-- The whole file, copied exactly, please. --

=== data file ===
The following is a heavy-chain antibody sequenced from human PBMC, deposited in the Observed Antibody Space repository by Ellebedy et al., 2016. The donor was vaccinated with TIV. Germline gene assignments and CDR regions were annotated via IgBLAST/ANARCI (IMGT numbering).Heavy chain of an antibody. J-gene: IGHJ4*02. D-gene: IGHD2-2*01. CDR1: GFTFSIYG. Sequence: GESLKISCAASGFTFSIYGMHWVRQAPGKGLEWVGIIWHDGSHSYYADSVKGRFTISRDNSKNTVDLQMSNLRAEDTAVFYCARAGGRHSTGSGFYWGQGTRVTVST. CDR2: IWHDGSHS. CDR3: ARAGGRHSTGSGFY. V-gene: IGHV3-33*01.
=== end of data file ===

The following is a heavy-chain antibody sequenced from human PBMC, deposited in the Observed Antibody Space repository by Ellebedy et al., 2016. The donor was vaccinated with TIV. Germline gene assignments and CDR regions were annotated via IgBLAST/ANARCI (IMGT numbering).Heavy chain of an antibody. J-gene: IGHJ4*02. D-gene: IGHD2-2*01. CDR1: GFTFSIYG. Sequence: GESLKISCAASGFTFSIYGMHWVRQAPGKGLEWVGIIWHDGSHSYYADSVKGRFTISRDNSKNTVDLQMSNLRAEDTAVFYCARAGGRHSTGSGFYWGQGTRVTVST. CDR2: IWHDGSHS. CDR3: ARAGGRHSTGSGFY. V-gene: IGHV3-33*01.